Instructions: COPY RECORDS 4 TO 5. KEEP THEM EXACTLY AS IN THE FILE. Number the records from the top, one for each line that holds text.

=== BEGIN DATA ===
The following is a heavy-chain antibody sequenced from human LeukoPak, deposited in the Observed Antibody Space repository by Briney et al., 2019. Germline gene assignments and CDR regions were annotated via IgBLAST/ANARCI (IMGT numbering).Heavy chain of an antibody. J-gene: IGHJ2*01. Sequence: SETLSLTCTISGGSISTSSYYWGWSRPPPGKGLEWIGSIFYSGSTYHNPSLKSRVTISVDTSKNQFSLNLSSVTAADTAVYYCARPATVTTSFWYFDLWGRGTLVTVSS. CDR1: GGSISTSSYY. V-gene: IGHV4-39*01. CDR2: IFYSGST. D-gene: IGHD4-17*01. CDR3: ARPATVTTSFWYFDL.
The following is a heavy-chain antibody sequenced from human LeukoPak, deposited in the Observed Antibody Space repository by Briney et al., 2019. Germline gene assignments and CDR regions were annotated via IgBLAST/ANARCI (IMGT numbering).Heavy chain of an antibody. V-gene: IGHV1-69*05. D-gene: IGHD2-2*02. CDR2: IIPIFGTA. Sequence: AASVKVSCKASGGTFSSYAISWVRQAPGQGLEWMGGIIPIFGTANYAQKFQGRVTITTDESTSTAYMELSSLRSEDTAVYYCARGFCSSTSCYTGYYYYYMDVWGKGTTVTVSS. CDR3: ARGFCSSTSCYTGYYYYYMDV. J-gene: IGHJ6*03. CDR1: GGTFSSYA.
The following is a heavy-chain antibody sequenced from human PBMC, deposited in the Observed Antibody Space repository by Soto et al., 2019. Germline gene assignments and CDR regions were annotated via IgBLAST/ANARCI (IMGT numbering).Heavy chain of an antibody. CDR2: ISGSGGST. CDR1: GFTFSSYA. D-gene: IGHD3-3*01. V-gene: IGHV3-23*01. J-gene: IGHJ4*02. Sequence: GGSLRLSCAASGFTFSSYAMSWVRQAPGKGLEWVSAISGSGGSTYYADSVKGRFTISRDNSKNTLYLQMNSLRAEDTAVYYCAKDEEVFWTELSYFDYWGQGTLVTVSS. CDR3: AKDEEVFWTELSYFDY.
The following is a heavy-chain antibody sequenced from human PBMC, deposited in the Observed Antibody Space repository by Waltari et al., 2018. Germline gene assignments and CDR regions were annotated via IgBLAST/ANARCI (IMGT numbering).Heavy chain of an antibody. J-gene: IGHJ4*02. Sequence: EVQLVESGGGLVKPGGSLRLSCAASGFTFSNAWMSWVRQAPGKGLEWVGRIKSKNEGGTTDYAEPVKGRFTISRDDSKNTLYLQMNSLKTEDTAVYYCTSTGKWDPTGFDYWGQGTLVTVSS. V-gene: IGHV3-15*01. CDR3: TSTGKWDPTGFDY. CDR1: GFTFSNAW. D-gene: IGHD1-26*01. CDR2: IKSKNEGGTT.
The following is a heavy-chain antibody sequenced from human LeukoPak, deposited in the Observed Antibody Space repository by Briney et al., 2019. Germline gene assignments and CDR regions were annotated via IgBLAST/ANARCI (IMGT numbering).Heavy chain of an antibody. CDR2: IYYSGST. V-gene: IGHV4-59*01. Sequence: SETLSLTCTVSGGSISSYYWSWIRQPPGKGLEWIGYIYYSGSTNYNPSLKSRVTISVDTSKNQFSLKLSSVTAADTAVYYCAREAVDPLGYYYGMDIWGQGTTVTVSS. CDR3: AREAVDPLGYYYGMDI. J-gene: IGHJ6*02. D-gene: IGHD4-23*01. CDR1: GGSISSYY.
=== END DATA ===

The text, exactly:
The following is a heavy-chain antibody sequenced from human PBMC, deposited in the Observed Antibody Space repository by Waltari et al., 2018. Germline gene assignments and CDR regions were annotated via IgBLAST/ANARCI (IMGT numbering).Heavy chain of an antibody. J-gene: IGHJ4*02. Sequence: EVQLVESGGGLVKPGGSLRLSCAASGFTFSNAWMSWVRQAPGKGLEWVGRIKSKNEGGTTDYAEPVKGRFTISRDDSKNTLYLQMNSLKTEDTAVYYCTSTGKWDPTGFDYWGQGTLVTVSS. V-gene: IGHV3-15*01. CDR3: TSTGKWDPTGFDY. CDR1: GFTFSNAW. D-gene: IGHD1-26*01. CDR2: IKSKNEGGTT.
The following is a heavy-chain antibody sequenced from human LeukoPak, deposited in the Observed Antibody Space repository by Briney et al., 2019. Germline gene assignments and CDR regions were annotated via IgBLAST/ANARCI (IMGT numbering).Heavy chain of an antibody. CDR2: IYYSGST. V-gene: IGHV4-59*01. Sequence: SETLSLTCTVSGGSISSYYWSWIRQPPGKGLEWIGYIYYSGSTNYNPSLKSRVTISVDTSKNQFSLKLSSVTAADTAVYYCAREAVDPLGYYYGMDIWGQGTTVTVSS. CDR3: AREAVDPLGYYYGMDI. J-gene: IGHJ6*02. D-gene: IGHD4-23*01. CDR1: GGSISSYY.